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Jan 26, 2016 Latest post:
Sep 7, 2018
It feels so strange to be writing this, but last Friday Marshall was diagnosed with Leukemia – what we now know is Acute Lymphoblastic Leukemia. He had not been feeling well the past few weeks and went to see his doctor on Friday. By the time he arrived home the doctor had called and asked him to go immediately to a nearby Emergency Room. He was taken to the Brigham and Women’s Hospital in Boston.
During the weekend he was given both platelet and blood transfusions, as well as some medications to monitor his vitals. In particular, the large number of white blood cells were crowding out the red blood cells, which carry oxygen to his heart, brain, etc. In addition, he had a very low platelet count.
Monday there were two major developments critical to beginning his treatment. He had a bone marrow biopsy in the morning. During this procedure they drew marrow from his bone from his hip. They take many samples and hope to get bone chips in first draw and get some bone in the second to test for the particulars of his leukemia.
In the afternoon he had a PICC line put in where his medications, blood draws, chemo will be administered. He is ready for his treatment regimen.
Now for the treatment options. There is a critical piece to this that will inform what next and he will find this out today. If he has what is called the Philadelphia Chromosome (PC from now on - and no relation to the fact that he grew up there:) then he does a month of medication to get him into remission and will have to have a bone marrow transplant. If he does not have the PC then he will undergo a cocktail of chemo with the initial goal of getting him into remission. It sounds like they hope to do that in a month of treatment. It is possible he could be in for several more months of chemo (6-8) and then up to a year and half after that, but as an outpatient. This is the possible chemo route with no transplant, but it may be that a transplant is the recommendation after some time doing chemo. Simply put, there are several options and it is too early to script. What his doctor said (who is just terrific) "my goal is to cure you." The biggest risk right now, and going forward with treatment, is infection - and that is the main reason he has to stay in the hospital. While they kill the bad cells they kill the good ones too.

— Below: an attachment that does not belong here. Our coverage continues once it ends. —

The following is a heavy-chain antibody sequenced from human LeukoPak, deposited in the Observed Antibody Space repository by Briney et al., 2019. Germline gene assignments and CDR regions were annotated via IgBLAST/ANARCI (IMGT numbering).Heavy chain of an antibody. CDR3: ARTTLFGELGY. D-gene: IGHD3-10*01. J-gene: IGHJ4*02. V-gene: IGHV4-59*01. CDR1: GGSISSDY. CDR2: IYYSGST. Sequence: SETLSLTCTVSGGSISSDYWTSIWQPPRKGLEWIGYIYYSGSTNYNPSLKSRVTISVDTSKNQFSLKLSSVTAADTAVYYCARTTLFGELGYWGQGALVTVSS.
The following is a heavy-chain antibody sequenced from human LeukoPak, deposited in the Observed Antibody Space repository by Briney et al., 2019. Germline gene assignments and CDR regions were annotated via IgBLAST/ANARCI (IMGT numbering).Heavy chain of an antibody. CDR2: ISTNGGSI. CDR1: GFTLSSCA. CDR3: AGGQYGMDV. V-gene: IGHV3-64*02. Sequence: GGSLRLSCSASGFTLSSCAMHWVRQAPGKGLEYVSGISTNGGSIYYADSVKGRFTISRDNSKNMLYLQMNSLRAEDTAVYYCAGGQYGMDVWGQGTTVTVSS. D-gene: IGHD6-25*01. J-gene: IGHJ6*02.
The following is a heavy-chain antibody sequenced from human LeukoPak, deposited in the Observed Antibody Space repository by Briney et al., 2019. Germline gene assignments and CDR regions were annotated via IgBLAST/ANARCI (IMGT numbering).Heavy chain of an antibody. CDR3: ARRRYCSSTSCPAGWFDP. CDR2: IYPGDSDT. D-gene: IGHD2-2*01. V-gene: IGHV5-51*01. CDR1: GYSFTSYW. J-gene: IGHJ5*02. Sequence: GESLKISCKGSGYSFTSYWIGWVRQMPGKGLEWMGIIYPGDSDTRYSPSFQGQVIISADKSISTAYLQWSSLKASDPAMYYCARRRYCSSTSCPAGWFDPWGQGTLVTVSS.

Marshall is in great hands – he has a team of doctors and nurses that run an impressive, thorough, careful and sensitive operation in his “Pod” of the hospital. He has enormous amounts of love and support and he will make it through this!
- Johanna Neilson Boynton (Marshall's sister in Concord, MA)